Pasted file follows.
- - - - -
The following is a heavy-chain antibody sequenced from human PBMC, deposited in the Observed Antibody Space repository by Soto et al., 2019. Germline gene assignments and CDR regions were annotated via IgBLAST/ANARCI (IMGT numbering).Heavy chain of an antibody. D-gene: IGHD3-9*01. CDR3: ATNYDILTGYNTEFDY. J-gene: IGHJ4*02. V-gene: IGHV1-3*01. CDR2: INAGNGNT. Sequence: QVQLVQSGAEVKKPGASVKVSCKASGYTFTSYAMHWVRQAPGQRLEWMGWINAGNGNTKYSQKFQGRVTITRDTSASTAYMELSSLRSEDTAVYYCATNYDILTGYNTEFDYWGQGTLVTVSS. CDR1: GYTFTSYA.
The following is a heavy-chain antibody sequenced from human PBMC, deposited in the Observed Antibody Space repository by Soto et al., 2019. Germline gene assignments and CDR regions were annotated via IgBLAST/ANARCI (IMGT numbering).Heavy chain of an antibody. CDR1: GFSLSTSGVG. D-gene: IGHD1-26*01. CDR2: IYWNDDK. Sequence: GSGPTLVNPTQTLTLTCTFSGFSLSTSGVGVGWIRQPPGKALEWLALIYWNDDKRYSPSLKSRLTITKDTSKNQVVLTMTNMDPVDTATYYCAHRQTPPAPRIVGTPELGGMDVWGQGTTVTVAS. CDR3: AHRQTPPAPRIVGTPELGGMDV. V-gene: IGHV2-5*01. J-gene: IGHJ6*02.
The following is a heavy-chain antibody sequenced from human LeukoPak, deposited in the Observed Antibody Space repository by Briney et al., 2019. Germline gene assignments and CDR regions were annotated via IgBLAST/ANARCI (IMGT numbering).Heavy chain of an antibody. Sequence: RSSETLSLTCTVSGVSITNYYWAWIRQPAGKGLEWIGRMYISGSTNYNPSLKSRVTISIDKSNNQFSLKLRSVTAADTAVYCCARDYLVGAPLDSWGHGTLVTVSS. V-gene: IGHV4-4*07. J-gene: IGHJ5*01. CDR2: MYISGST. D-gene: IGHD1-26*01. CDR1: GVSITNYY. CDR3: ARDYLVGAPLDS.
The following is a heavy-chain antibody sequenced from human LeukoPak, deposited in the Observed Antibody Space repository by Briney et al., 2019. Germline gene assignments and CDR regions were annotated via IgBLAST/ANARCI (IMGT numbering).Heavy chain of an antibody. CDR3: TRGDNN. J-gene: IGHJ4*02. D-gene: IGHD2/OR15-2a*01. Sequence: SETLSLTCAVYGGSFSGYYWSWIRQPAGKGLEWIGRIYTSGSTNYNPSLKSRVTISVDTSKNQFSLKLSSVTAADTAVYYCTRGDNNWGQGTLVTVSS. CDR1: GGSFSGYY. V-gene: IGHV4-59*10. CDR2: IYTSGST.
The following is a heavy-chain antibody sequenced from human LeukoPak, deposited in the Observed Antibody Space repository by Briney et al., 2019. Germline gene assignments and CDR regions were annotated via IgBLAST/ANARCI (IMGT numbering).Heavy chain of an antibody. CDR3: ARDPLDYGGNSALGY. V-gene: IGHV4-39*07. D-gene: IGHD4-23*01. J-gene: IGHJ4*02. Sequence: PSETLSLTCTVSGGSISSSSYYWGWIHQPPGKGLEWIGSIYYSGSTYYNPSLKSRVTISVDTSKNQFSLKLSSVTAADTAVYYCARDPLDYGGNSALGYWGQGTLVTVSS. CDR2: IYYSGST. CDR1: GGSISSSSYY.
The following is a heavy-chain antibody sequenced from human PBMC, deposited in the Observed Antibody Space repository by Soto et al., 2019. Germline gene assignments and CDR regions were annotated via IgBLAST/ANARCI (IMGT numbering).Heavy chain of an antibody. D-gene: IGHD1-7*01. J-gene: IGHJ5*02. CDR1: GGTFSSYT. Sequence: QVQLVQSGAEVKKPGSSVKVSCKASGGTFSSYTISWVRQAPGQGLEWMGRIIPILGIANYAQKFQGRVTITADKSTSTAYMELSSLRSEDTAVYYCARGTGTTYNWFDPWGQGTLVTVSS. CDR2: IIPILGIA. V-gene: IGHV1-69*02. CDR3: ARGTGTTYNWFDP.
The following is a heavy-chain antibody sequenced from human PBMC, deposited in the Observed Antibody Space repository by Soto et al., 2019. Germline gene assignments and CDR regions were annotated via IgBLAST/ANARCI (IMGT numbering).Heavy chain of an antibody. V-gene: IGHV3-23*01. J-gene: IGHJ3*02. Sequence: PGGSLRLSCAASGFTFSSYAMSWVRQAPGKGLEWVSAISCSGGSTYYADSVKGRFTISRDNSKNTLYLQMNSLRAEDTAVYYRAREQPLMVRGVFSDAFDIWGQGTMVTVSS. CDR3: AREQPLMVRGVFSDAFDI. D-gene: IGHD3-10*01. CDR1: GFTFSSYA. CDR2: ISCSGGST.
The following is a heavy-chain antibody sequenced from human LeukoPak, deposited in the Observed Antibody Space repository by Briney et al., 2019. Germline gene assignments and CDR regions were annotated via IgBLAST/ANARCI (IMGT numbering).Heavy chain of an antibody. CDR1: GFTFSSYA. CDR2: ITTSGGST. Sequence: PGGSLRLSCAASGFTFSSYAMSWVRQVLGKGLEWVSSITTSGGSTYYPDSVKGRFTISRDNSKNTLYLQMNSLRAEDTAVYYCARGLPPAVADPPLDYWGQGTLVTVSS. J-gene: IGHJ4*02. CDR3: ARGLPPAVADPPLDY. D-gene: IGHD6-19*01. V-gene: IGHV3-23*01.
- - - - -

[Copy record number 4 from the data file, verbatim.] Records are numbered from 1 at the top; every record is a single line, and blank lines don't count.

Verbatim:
The following is a heavy-chain antibody sequenced from human LeukoPak, deposited in the Observed Antibody Space repository by Briney et al., 2019. Germline gene assignments and CDR regions were annotated via IgBLAST/ANARCI (IMGT numbering).Heavy chain of an antibody. CDR3: TRGDNN. J-gene: IGHJ4*02. D-gene: IGHD2/OR15-2a*01. Sequence: SETLSLTCAVYGGSFSGYYWSWIRQPAGKGLEWIGRIYTSGSTNYNPSLKSRVTISVDTSKNQFSLKLSSVTAADTAVYYCTRGDNNWGQGTLVTVSS. CDR1: GGSFSGYY. V-gene: IGHV4-59*10. CDR2: IYTSGST.